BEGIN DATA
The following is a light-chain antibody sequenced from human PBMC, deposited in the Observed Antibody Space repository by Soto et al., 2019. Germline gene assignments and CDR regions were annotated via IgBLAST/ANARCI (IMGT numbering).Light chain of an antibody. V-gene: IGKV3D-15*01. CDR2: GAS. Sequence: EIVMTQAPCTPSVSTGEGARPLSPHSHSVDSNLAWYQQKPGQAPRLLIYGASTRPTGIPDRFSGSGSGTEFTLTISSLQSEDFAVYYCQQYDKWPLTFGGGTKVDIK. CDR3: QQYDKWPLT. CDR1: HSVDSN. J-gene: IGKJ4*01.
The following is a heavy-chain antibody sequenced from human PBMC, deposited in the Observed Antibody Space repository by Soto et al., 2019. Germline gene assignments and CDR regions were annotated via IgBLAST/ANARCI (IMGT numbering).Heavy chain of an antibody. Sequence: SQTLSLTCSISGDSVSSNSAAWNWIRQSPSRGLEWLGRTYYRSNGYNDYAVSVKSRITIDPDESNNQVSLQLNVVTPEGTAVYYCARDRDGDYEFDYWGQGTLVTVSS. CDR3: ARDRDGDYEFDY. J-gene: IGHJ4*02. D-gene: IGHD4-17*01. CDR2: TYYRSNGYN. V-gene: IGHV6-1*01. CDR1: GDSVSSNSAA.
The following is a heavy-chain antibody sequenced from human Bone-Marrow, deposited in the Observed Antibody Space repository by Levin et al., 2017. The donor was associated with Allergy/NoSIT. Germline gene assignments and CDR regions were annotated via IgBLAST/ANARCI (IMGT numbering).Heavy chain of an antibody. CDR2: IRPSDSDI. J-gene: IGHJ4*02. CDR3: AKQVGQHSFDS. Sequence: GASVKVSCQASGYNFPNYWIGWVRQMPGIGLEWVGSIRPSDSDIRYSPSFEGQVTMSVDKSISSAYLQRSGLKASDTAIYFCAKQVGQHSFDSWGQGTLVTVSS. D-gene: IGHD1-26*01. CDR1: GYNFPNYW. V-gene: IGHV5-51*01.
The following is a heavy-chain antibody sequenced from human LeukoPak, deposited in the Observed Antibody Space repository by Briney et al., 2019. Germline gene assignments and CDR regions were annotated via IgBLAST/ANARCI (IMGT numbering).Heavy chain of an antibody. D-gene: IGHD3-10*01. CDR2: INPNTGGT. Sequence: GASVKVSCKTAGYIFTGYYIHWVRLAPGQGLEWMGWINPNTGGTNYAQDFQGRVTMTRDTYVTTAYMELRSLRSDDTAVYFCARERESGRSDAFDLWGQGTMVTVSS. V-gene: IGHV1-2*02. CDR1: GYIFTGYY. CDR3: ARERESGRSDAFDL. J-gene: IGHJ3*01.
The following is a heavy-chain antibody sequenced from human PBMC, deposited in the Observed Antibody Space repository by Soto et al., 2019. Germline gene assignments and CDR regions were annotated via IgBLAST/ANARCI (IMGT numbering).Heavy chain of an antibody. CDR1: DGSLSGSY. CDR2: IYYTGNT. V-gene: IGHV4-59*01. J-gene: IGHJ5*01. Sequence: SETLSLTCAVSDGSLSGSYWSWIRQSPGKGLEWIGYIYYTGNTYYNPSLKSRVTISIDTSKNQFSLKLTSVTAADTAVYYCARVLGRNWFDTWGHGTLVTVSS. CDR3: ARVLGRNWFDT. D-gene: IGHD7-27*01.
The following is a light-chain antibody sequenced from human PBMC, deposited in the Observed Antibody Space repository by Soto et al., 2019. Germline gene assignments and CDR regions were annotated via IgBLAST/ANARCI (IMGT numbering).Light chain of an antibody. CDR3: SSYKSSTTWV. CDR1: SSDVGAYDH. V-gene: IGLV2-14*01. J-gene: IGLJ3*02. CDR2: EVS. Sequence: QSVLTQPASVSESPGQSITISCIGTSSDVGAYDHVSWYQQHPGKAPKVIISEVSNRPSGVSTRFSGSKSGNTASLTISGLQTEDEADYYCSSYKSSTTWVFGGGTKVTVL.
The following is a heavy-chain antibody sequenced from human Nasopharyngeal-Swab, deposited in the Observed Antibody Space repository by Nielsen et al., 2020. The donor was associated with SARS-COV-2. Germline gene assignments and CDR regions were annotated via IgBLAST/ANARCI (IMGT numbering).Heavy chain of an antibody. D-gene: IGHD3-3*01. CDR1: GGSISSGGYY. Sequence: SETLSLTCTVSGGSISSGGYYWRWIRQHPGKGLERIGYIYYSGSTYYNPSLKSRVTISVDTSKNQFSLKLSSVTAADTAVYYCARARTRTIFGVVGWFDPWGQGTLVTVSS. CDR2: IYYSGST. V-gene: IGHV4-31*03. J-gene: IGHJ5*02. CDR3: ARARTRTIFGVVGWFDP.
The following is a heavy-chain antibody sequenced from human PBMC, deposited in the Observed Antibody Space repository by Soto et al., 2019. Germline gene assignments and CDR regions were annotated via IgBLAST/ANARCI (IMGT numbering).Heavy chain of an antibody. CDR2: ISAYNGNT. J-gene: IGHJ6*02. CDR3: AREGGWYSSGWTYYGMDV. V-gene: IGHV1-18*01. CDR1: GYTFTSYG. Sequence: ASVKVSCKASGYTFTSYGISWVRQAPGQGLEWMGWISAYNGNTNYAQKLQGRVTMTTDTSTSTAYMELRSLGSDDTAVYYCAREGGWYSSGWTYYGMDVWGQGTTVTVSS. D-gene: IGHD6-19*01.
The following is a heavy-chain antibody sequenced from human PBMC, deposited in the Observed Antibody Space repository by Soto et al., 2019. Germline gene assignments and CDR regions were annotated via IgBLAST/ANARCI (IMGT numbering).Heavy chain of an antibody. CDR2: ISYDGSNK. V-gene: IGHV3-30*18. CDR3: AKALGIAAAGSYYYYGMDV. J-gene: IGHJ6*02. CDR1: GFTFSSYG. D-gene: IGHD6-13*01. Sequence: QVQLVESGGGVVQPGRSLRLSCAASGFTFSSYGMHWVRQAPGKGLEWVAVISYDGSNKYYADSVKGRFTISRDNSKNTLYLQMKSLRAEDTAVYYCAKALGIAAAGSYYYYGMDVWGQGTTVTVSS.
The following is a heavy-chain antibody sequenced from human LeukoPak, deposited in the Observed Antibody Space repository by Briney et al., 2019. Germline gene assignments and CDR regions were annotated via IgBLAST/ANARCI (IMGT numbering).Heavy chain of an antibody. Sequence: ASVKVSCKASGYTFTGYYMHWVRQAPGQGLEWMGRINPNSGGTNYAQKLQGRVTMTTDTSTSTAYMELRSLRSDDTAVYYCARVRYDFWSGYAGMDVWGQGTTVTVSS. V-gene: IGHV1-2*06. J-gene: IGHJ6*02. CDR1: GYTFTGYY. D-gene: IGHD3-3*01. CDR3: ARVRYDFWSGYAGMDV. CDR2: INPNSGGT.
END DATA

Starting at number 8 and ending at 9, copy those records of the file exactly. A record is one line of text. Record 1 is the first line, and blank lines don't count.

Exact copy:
The following is a heavy-chain antibody sequenced from human PBMC, deposited in the Observed Antibody Space repository by Soto et al., 2019. Germline gene assignments and CDR regions were annotated via IgBLAST/ANARCI (IMGT numbering).Heavy chain of an antibody. CDR2: ISAYNGNT. J-gene: IGHJ6*02. CDR3: AREGGWYSSGWTYYGMDV. V-gene: IGHV1-18*01. CDR1: GYTFTSYG. Sequence: ASVKVSCKASGYTFTSYGISWVRQAPGQGLEWMGWISAYNGNTNYAQKLQGRVTMTTDTSTSTAYMELRSLGSDDTAVYYCAREGGWYSSGWTYYGMDVWGQGTTVTVSS. D-gene: IGHD6-19*01.
The following is a heavy-chain antibody sequenced from human PBMC, deposited in the Observed Antibody Space repository by Soto et al., 2019. Germline gene assignments and CDR regions were annotated via IgBLAST/ANARCI (IMGT numbering).Heavy chain of an antibody. CDR2: ISYDGSNK. V-gene: IGHV3-30*18. CDR3: AKALGIAAAGSYYYYGMDV. J-gene: IGHJ6*02. CDR1: GFTFSSYG. D-gene: IGHD6-13*01. Sequence: QVQLVESGGGVVQPGRSLRLSCAASGFTFSSYGMHWVRQAPGKGLEWVAVISYDGSNKYYADSVKGRFTISRDNSKNTLYLQMKSLRAEDTAVYYCAKALGIAAAGSYYYYGMDVWGQGTTVTVSS.